Christine Frizzell sworn in as Mayor of Lynnwood

LYNNWOOD, Wash., December 14, 2021 – This week’s Lynnwood City Council Business Meeting began with the swearing-in of newly elected officials. Christine Frizzell was the first to be sworn in as Mayor of the City of Lynnwood. She was followed by Councilman Patrick Decker, who was re-elected for City Council Position 2, and Shirley Sutton and Joshua Binda for City Council Positions 1 and 3.

Christine Frizzell, who was elected to City Council Position 1 in 2017, invited County Councilwoman Stephanie Wright to read her oath of office. 

“I, Christine, do solemnly swear that I will support the constitution and the laws of the United States, and the constitution and laws of the state of Washington,” Frizzell said, repeating after Councilwoman Wright.

After being sworn in, Mayor Frizzell said, “I look forward to serving the people of the City of Lynnwood now. I have for four years as a city council member and South County Fire Commissioner, and I’m looking forward to this new challenge and doing it for some of the best people I know that work for this city and really care about our City.”

“I, Shirley Sutton, do solemnly swear or affirm…”

Frizzell was followed by Shirley Sutton. Sutton and the rest of the City Officials who took their oaths on Monday were sworn in by Judge Jeffrey Goodwin.

“I’m really happy about what’s going on. We have a lot of energy in the community that we need to pay attention to, and it can only help us become more better of a city, and that’s what I’m looking forward to and pressing for,” said Sutton after swearing in. “I’m happy to be back!”

“I, Patrick Decker, do solemnly swear or affirm…”

“Thank you, as always, to the council,” Decker said after taking his oath. “I’m looking forward to partnering with the council, including our new council members, and to continue the progress we’ve made with the city so far. Thank you, everyone.”

“I, Joshua Binda, do solemnly swear or affirm…”

“Thank you so much, everybody,” Binda said. “I wanted to start by saying I’m very grateful and honored by the community of Lynnwood — all of you guys, in supporting me and having me be put in this position to represent you guys.” 

“I’m very excited to step up as a leader for this community, on behalf of all of Lynnwood, and just be a leader that represents what you guys have in the values and what is meant to be accomplished here. “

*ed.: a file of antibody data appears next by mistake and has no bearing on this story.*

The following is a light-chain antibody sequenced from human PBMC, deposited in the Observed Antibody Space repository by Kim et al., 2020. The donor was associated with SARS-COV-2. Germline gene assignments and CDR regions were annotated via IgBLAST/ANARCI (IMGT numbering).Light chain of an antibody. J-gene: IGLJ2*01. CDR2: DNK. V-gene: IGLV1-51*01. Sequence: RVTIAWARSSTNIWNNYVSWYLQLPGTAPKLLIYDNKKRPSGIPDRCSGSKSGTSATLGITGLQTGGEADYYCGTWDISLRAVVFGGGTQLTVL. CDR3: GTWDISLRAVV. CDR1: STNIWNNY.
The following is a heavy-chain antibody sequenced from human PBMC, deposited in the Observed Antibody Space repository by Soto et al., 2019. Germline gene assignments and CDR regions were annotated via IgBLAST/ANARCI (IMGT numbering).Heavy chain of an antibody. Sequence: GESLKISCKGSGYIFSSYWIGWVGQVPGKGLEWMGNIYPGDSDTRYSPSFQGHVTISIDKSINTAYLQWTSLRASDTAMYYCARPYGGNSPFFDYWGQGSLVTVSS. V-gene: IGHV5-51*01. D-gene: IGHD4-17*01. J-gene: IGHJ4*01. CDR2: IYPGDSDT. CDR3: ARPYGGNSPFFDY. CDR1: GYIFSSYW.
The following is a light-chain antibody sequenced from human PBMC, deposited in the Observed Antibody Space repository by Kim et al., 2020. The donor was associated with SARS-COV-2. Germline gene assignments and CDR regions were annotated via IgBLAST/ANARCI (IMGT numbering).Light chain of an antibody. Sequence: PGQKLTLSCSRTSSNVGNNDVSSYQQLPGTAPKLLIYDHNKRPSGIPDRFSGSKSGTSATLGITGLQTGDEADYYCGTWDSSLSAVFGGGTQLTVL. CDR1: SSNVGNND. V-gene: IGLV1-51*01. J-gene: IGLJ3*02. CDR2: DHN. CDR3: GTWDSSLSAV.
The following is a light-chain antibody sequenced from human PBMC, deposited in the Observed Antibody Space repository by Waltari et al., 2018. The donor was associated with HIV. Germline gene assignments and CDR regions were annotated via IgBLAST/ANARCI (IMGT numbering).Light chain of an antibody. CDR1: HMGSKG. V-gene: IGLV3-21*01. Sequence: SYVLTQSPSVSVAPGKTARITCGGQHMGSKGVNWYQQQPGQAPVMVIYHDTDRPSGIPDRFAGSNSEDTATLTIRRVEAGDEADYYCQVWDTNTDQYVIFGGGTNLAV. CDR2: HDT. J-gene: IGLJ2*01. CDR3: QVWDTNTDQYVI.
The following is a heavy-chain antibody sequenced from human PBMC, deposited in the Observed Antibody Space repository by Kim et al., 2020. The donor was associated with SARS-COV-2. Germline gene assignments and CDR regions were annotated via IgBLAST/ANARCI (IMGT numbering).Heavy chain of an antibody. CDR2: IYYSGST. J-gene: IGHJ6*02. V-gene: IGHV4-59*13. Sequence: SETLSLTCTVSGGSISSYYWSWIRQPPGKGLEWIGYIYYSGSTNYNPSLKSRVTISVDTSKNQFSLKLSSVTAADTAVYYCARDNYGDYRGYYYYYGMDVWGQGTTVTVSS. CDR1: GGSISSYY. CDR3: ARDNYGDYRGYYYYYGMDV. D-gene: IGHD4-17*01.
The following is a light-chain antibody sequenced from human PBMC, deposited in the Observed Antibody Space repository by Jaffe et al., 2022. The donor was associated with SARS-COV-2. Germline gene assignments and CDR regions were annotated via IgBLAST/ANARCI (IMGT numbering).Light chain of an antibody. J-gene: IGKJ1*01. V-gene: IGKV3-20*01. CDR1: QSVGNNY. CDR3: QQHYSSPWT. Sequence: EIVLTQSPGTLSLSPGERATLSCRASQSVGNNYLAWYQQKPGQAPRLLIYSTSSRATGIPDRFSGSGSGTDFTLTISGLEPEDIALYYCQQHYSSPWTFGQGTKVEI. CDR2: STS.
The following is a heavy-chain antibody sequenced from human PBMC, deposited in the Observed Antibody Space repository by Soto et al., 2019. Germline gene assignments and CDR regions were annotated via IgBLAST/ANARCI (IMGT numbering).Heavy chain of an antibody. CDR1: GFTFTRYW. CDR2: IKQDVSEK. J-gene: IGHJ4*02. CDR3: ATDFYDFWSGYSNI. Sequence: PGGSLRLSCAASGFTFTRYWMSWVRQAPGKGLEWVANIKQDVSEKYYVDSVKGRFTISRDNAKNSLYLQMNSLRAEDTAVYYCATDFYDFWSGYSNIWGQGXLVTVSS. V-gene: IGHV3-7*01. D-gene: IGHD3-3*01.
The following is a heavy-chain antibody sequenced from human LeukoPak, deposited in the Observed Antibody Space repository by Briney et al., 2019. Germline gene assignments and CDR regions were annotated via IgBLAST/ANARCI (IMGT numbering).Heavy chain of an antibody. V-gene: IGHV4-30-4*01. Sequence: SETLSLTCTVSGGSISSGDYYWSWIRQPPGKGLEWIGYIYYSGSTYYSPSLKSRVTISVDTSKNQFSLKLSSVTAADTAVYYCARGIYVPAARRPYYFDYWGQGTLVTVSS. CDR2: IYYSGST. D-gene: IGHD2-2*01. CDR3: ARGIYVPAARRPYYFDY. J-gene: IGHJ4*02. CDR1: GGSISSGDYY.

“I’m also very excited to work with each and every one of the other city council members to make sure Lynnwood is growing and building into the city it’s supposed to be. I’m very blessed and honored by the former mayor here for being one of the believers in me to step up, and also just other people in the community that have also put that faith in me as well. And just in general, I am very excited about this position.” 

“I think I want to do the best of my abilities to make sure Lynnwood is the diverse and open city to everybody and is representing everyone as best as possible. And I want to have fun while I do it, and so I’m ready. Let’s rock and roll! I’m ready to take on the city and have some fun. Let’s do this, and let’s make the city great. I’m ready to push it to that direction. And here we go. I’m excited. Let’s get started.”

“I Valerie Bouffiou do solemnly swear or affirm…”

The last official to be sworn in was Valerie Bouffiou, who is now the newest City Judge in Lynnwood. “Thank you so much, Judge Goodwin,” Bouffiou began. “It is a real honor to have you be the one who swears me in today because we have known each other for so long, and you have been able to watch the development of my public service career.”

“I want to express my sincerest gratitude to Mayor Smith, to the members of the city council. I also want to say thank you very much to our HR director, Evan Chinn, who’s just been a true pleasure to work with during this process, and I want to recognize exactly how lucky I am to have the support of our amazing court administrator, Paulette Revoir, and the exemplary staff at Lynnwood Municipal Court. Thank you so much to Judge Steven Moore. Steven Moore dedicated more than 21 years to building this court. And then finally, thank you to my family for their patience and their faith in me during this process.” 

“Filmmaker Henry Hampton spoke about public service when he said that what drives people to public service is a sense of possibility. If you haven’t sensed that possibility, you don’t get started in the same way. You don’t feel you can have an impact. I’ve spent almost half my life in public service because of the possibilities. I’ve sensed those possibilities in Lynnwood, and I know that we can make a positive impact as we move into the future as a court, as a city, and as a community.”

To view Monday’s Business Meeting in full, click here.  

Bo John Brusco

Bo John Brusco earned a BA in English Education in 2018 and a MA in New Media Journalism in 2021. In addition to writing for the Times, he periodically contributes to considerthis.one. Brusco values local news stories and believes they play an integral role in maintaining a healthy community.

Bo John Brusco has 133 posts and counting. See all posts by Bo John Brusco

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